Gambling Advertising Regulation in Malta

Gambling AdsMalta is a small island country in the center of the Mediterranean Sea whose society and culture have been shaped by centuries of foreign rule under Greek, Roman, British, and French conquerors. Today, it is an independent republic with a population of over 442,769 people and a membership in the European Union (EU).

After the passage of the Remote Gaming Regulations (S.L. 438.04) of April 2004, Malta became the first member state of the EU to regulate online gambling. The sector is now a major contributor to the local economy, which accounted for around 12% of the country’s Gross Domestic Product (GDP) in 2019.

Malta hosts approximately 10% of the remote gambling businesses worldwide, including household names like William Hill, Betway, and Unibet. Regulated by the Malta Gaming Authority (MGA), this industry employs over 9,000 people and contributed €1.56 billion to the local economy (a 9.6% year-on-year increase) in 2019.

Malta holds a strong appeal for gambling operators thanks to its low licensing fees and tax rates. With that said, all Maltese licensees must comply with MGA’s social responsibility policies. For the time being, Malta-regulated operators are permitted to advertise their products and services to players as long as they do so in a socially responsible manner.

Various restrictions on advertising are in place to protect underage and vulnerable individuals. During the 2020 coronavirus pandemic, the MGA became stricter in this respect, taking enforcement actions against several operators for their socially irresponsible advertisements.

The question arises will the Maltese regulator ban gambling ads altogether in the future and if yes, how will this impact the local gaming industry. Let’s have a look at the current gambling regulations and advertising policies in the country before we attempt to answer it.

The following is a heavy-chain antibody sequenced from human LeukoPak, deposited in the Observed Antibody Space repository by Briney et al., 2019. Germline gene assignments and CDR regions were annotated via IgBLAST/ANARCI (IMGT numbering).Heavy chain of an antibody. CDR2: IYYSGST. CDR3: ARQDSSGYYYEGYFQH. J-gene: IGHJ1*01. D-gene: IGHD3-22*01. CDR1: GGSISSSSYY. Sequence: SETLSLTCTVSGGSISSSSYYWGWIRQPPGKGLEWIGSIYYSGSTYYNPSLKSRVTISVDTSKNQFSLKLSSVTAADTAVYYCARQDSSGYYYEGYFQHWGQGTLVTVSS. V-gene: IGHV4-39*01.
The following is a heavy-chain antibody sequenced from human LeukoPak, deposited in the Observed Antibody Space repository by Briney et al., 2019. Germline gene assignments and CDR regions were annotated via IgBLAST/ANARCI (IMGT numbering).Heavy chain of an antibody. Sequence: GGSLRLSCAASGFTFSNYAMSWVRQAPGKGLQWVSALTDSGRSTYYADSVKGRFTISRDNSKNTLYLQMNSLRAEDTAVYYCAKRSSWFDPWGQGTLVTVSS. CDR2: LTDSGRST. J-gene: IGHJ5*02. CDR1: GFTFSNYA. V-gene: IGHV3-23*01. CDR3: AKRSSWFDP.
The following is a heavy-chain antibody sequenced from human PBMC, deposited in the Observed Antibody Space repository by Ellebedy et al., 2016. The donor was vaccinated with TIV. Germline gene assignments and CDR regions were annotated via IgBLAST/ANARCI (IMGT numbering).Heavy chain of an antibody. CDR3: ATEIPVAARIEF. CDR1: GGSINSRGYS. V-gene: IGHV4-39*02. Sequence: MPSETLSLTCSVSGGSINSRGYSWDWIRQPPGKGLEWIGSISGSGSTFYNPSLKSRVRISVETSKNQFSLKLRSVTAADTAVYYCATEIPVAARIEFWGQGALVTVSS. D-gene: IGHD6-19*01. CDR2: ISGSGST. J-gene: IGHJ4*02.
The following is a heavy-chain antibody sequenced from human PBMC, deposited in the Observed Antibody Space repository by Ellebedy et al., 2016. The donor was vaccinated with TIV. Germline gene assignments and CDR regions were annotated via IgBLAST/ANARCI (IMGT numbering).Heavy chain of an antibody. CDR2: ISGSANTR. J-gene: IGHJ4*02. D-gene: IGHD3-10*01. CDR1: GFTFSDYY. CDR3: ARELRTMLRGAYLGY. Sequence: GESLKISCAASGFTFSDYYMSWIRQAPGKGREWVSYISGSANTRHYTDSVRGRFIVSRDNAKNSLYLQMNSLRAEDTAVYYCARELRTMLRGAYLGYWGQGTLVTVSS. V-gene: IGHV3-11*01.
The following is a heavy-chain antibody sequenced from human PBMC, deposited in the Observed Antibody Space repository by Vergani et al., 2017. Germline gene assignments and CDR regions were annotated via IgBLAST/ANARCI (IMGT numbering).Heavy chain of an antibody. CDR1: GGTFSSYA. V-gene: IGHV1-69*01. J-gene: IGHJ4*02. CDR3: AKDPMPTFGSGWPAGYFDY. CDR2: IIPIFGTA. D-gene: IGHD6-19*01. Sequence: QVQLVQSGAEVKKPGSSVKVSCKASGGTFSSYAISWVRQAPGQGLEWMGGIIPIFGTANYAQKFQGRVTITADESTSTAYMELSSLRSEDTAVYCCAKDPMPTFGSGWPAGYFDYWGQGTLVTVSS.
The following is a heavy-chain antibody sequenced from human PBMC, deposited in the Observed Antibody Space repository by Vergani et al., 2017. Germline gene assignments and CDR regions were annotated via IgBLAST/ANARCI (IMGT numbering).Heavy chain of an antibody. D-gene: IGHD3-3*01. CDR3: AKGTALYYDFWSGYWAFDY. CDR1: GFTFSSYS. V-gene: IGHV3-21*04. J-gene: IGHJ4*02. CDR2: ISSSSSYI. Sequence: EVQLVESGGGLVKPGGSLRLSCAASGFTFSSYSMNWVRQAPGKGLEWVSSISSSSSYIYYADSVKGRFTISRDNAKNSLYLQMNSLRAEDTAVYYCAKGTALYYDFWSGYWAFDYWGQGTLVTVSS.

Malta Overhauled Its Gambling Legislation in 2018

Malta Overhauled Its Gambling LegislationThe Maltese gambling regulator has become stricter in recent years. Gambling businesses must meet various standards and have their operations closely monitored for violations, incompliance, and frauds.

The country overhauled its gambling laws with the passage of the new Gaming Act (L.N. 242 of 2018) in August 2018.

It broadened MGA’s regulatory scope and consolidated the regulation of all gambling activities under a singular piece of legislation. Remote gambling businesses looking to operate in and from Malta can apply for several types of permits:

1Class 1

Class 1 remote gaming licenses are issued to operators who conduct chance-based games that use random number generation for their outcomes. Examples include video slots, casino table games like roulette, lotteries, and scratchcards.

2Class 2

Class 2 remote gaming licenses are intended for gambling operators who offer bets on singular-event markets, including standard fixed-odds and pool wagering.

3Class 3

Class 3 remote gaming licenses are granted to businesses that organize player-versus-player wagering. Such operators do not take part in the risk but rather charge players a commission for their services. Common examples include betting exchanges and poker rooms.

4Class 4

Class 4 remote gaming licenses are intended for software providers looking to supply their products to Malta-licensed gambling operators who hold any of the above-listed permits.

The vast majority of Malta-licensed gambling businesses belong to the remote sector. Figures provided by market research portal Statista show the island country was home to 287 online gambling operations in 2019, whereas the number of locally licensed gambling parlors stood at 56 only.

Number of MGA Gambling Licensees from 2016 to 2019
Year # of Remote Gambling Licenses Gaming Parlors Landbased Casinos Bingo Houses
2016 513 48 4 4
2017 625 52 4 5
2018 275 52 4 4
2019 287 56 4 4

Only businesses based in the EU or the European Economic Area (EEA) can apply for and receive gambling licenses from the Malta Gaming Authority. MGA permits have a validity of ten years, with the option for renewal afterward. License fees vary based on the type of gambling service on offer and the revenue the applicants have generated through it.

The fee caps range from €5,000 to €600,000 depending on the type of permit. The licensees are subject to a 5% gaming tax on the gambling revenue generated from Maltese players. Slots enjoy the highest popularity among customers of Malta-licensed gambling sites, generating over 74% of the revenue from type 1 gaming activities.